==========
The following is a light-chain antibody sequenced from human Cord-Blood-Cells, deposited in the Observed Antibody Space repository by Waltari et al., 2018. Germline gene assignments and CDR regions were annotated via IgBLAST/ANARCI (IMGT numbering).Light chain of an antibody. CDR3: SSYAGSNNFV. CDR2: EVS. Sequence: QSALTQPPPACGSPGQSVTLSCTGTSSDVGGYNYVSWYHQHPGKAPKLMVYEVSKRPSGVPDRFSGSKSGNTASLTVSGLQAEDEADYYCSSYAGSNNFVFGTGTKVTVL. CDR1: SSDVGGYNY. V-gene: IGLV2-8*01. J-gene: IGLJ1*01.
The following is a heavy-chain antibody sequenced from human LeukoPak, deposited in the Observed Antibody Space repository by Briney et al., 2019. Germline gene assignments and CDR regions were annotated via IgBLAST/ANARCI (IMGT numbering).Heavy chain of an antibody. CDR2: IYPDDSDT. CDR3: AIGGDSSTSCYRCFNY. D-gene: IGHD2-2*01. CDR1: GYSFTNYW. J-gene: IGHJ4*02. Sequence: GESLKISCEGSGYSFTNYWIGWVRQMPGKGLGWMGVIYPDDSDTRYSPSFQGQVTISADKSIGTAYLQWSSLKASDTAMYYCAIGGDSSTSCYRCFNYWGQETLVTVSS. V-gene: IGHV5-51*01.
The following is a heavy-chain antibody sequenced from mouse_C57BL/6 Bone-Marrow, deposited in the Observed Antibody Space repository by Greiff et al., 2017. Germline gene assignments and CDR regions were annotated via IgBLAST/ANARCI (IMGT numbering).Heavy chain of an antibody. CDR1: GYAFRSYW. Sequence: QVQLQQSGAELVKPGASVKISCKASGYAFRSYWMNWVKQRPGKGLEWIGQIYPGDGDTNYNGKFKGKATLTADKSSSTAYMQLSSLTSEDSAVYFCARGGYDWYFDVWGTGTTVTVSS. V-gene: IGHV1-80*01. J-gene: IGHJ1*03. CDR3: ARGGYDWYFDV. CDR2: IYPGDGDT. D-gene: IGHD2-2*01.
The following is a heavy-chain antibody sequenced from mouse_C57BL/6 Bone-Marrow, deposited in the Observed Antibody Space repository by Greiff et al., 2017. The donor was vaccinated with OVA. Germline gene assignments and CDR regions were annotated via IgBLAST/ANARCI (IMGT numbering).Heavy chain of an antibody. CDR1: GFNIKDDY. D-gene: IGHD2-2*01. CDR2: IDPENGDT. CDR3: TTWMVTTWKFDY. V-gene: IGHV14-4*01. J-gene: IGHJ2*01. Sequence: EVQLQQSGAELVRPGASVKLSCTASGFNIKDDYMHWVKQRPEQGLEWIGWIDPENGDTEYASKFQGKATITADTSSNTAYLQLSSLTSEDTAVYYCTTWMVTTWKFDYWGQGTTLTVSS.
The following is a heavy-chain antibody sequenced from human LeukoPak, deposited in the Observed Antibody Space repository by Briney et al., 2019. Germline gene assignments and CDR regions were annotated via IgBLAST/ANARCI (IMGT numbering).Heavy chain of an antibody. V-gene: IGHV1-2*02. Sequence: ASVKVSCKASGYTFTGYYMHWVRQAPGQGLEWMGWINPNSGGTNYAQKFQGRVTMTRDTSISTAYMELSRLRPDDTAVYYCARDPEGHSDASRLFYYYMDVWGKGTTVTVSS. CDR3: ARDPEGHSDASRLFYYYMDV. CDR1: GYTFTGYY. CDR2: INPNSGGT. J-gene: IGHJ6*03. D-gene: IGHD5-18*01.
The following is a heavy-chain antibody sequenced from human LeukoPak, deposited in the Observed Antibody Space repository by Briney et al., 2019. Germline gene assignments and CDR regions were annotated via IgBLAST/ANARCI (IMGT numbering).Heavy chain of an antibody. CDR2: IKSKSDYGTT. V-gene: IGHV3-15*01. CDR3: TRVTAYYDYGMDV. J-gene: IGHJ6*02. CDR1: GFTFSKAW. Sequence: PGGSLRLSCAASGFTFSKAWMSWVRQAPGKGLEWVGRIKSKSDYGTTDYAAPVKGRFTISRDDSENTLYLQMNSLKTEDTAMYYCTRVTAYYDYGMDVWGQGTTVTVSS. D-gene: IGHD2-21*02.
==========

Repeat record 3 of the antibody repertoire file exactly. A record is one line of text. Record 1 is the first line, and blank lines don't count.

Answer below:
The following is a heavy-chain antibody sequenced from mouse_C57BL/6 Bone-Marrow, deposited in the Observed Antibody Space repository by Greiff et al., 2017. Germline gene assignments and CDR regions were annotated via IgBLAST/ANARCI (IMGT numbering).Heavy chain of an antibody. CDR1: GYAFRSYW. Sequence: QVQLQQSGAELVKPGASVKISCKASGYAFRSYWMNWVKQRPGKGLEWIGQIYPGDGDTNYNGKFKGKATLTADKSSSTAYMQLSSLTSEDSAVYFCARGGYDWYFDVWGTGTTVTVSS. V-gene: IGHV1-80*01. J-gene: IGHJ1*03. CDR3: ARGGYDWYFDV. CDR2: IYPGDGDT. D-gene: IGHD2-2*01.